Although there is no need to conduct standardization and validation tests for traditional classical drugs (herbal) to prove their efficacy as per Drugs & Cosmetics Act, such tests become mandatory for global markets. And companies will have to comply with all the parameters of evidence certifications of other countries, commented Dr R S Ramaswamy, director general of the Central Council of Research in Siddha (CCRS), Chennai.
Today India’s traditional drugs are getting popular in other countries and on the basis of that the Ministry of Ayush brought out good clinical practices (GCP) guidelines for herbal drugs manufactured in the country. With the support of the union ministry, CCRS Chennai is conducting so many research oriented programs with a view to popularize siddha medicines.
Dr. Ramaswamy was inaugurating a national conference on ‘Current perspectives in herbal drug regulations – Global scenario’ organised by Sri Ramachandra University, Chennai.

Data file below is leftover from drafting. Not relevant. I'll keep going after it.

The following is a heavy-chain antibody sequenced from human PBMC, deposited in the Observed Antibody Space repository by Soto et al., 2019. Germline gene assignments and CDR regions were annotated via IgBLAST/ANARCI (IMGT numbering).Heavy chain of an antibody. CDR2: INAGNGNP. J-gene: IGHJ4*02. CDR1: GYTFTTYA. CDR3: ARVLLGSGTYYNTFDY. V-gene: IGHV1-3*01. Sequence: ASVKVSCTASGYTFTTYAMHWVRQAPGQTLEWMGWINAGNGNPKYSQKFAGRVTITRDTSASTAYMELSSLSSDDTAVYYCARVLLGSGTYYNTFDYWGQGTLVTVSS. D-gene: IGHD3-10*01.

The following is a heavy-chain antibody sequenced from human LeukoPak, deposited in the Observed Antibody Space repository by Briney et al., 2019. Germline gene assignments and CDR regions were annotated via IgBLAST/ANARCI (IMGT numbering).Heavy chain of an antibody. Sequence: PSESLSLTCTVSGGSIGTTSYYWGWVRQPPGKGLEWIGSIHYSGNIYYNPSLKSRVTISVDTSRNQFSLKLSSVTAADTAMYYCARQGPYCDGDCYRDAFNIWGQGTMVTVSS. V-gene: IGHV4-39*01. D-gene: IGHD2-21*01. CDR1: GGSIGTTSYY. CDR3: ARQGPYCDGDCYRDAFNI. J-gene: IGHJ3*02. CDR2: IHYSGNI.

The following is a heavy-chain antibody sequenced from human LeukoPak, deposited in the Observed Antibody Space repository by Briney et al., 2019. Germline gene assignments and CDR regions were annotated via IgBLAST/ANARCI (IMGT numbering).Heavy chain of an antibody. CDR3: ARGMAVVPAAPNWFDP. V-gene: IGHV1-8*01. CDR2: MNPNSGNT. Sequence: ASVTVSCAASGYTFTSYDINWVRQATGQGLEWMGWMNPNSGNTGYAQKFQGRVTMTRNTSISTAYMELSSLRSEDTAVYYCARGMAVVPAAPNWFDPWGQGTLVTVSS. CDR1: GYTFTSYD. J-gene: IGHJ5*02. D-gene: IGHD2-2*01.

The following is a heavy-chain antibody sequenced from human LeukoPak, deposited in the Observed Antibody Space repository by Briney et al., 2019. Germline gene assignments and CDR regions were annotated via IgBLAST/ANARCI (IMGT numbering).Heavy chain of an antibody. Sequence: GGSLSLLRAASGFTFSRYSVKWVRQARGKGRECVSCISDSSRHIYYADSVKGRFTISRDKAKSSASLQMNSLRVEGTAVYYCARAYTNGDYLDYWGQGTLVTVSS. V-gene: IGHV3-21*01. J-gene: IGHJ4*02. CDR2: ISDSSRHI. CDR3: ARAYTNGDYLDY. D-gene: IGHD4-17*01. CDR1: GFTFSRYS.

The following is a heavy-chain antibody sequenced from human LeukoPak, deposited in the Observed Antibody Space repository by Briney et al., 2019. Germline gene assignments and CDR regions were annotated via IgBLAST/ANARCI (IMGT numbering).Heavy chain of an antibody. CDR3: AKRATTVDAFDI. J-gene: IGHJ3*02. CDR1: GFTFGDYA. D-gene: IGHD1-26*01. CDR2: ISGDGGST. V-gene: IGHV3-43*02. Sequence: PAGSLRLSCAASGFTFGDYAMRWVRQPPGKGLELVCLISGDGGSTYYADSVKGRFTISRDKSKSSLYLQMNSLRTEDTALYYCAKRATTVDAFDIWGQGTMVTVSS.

According to him, though several formulations in the Indian system of medicines have stood the test of time, for the purpose of international acceptance all such medicines need to be validated clinically. He said for popularizing classical drugs, the Ministry of Ayush is conducting Arogya Health Exhibitions in various parts of the country and the central councils of each system are initiating measures to spread the messages of traditional systems of healing.
Later while speaking to Pharmabiz, he said the Chennai based King Institute of Preventive Medicine and Research conducted a study on the efficacy of the herbal drug, Nilavembu Kudineer, and certified it as effective to cure and prevent spread of dengue, chikungunya, Japanese encephalitis and some respiratory viruses. The drug is now distributed to patients affected by various viral fevers in Kerala as the best remedy for vector borne disease and influenza. It is also given to people as a preventive measure for dengue.
Participating in the seminar, Dr.Pulok Mukherjee, director of the School of Natural Product Studies at Jadhavpur University in West Bengal, said China has successfully introduced 165 of their native medicines ( herbal drugs ) in Europe and 69 accepted by US FDA also.
Dr P V Vijayaraghavan, vice-chancellor of Sri Ramachandra University said the university has introduced alternative systems of medicine in the curriculum of second year MBBS. Being an orthopedic surgeon, he finds that for rheumatoid arthritis there is no solution in allopathic system beyond a point, but solutions are there in the alternative systems.